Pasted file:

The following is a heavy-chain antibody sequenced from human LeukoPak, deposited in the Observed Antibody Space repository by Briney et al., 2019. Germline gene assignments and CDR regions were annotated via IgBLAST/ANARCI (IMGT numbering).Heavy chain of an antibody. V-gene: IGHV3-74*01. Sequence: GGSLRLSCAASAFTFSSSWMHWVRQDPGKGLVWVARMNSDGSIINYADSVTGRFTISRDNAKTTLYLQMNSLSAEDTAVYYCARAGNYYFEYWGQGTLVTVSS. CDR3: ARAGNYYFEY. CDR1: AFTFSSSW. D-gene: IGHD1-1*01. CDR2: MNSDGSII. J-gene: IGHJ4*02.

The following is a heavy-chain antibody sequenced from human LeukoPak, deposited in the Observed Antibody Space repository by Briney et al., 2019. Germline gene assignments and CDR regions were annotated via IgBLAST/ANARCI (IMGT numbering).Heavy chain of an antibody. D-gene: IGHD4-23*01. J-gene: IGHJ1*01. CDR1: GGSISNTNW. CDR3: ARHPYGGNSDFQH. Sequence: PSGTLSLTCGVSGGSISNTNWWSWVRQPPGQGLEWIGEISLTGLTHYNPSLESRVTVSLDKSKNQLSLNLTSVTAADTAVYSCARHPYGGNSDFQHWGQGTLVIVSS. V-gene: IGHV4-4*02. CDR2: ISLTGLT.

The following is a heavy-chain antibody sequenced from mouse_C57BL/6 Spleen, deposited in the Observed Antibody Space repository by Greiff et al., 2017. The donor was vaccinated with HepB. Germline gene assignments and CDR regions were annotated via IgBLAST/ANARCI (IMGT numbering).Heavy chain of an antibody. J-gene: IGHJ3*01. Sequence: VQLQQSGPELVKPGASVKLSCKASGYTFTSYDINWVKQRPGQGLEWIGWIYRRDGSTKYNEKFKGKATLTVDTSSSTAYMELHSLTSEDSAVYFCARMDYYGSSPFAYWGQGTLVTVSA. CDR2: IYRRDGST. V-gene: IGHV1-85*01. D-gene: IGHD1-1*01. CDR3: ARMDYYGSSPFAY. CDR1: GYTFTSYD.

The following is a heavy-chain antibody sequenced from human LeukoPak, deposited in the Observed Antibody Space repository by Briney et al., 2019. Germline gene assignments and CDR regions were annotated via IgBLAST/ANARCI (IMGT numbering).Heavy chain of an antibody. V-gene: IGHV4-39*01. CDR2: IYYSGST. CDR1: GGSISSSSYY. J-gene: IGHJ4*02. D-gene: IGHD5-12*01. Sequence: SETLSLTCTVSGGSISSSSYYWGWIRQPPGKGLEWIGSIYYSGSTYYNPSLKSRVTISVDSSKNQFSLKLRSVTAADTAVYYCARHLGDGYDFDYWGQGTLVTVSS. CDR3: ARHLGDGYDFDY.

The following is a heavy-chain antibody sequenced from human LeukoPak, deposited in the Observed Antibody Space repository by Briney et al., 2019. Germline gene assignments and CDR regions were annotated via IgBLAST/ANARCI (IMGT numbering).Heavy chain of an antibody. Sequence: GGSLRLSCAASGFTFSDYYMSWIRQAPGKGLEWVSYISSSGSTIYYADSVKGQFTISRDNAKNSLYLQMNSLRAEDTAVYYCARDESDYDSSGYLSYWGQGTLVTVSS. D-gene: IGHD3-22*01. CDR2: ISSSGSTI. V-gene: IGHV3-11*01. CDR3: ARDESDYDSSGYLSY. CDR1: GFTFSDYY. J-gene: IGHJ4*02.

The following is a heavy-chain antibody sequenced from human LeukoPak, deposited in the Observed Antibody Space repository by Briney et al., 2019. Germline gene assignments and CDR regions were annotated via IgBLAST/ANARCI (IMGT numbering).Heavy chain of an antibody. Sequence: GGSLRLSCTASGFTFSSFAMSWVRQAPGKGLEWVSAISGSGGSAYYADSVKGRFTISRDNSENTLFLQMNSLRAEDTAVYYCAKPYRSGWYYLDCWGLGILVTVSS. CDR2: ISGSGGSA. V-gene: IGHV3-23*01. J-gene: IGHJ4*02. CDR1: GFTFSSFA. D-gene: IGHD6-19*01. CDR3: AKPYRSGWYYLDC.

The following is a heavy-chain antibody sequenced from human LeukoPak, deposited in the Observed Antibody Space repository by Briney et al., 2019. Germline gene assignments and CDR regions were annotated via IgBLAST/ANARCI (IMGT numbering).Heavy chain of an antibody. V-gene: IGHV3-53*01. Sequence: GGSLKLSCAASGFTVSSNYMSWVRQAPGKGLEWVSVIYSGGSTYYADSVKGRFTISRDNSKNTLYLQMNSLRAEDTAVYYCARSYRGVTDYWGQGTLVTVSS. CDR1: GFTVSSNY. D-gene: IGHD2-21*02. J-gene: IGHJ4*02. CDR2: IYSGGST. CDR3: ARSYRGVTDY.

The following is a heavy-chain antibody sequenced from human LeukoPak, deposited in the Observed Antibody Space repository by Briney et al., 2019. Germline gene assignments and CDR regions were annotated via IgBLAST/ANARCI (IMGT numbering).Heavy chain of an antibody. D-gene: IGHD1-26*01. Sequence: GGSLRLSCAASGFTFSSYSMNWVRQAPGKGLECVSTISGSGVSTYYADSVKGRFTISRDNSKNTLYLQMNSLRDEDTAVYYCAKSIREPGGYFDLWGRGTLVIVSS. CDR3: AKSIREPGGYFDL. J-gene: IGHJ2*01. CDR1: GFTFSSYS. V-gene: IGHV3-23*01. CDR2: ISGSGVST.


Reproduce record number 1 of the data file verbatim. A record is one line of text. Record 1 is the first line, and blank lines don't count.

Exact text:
The following is a heavy-chain antibody sequenced from human LeukoPak, deposited in the Observed Antibody Space repository by Briney et al., 2019. Germline gene assignments and CDR regions were annotated via IgBLAST/ANARCI (IMGT numbering).Heavy chain of an antibody. V-gene: IGHV3-74*01. Sequence: GGSLRLSCAASAFTFSSSWMHWVRQDPGKGLVWVARMNSDGSIINYADSVTGRFTISRDNAKTTLYLQMNSLSAEDTAVYYCARAGNYYFEYWGQGTLVTVSS. CDR3: ARAGNYYFEY. CDR1: AFTFSSSW. D-gene: IGHD1-1*01. CDR2: MNSDGSII. J-gene: IGHJ4*02.